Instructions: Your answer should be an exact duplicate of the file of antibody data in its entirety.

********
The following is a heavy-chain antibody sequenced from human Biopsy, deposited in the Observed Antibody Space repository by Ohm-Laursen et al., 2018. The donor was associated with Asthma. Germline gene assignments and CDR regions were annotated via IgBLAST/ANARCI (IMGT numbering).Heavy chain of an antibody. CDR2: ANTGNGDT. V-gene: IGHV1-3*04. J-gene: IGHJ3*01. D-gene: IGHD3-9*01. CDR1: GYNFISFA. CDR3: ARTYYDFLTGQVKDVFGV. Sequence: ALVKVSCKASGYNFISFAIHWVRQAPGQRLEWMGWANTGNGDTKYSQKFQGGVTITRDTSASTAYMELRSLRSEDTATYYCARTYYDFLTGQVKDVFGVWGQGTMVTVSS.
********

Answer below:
The following is a heavy-chain antibody sequenced from human Biopsy, deposited in the Observed Antibody Space repository by Ohm-Laursen et al., 2018. The donor was associated with Asthma. Germline gene assignments and CDR regions were annotated via IgBLAST/ANARCI (IMGT numbering).Heavy chain of an antibody. CDR2: ANTGNGDT. V-gene: IGHV1-3*04. J-gene: IGHJ3*01. D-gene: IGHD3-9*01. CDR1: GYNFISFA. CDR3: ARTYYDFLTGQVKDVFGV. Sequence: ALVKVSCKASGYNFISFAIHWVRQAPGQRLEWMGWANTGNGDTKYSQKFQGGVTITRDTSASTAYMELRSLRSEDTATYYCARTYYDFLTGQVKDVFGVWGQGTMVTVSS.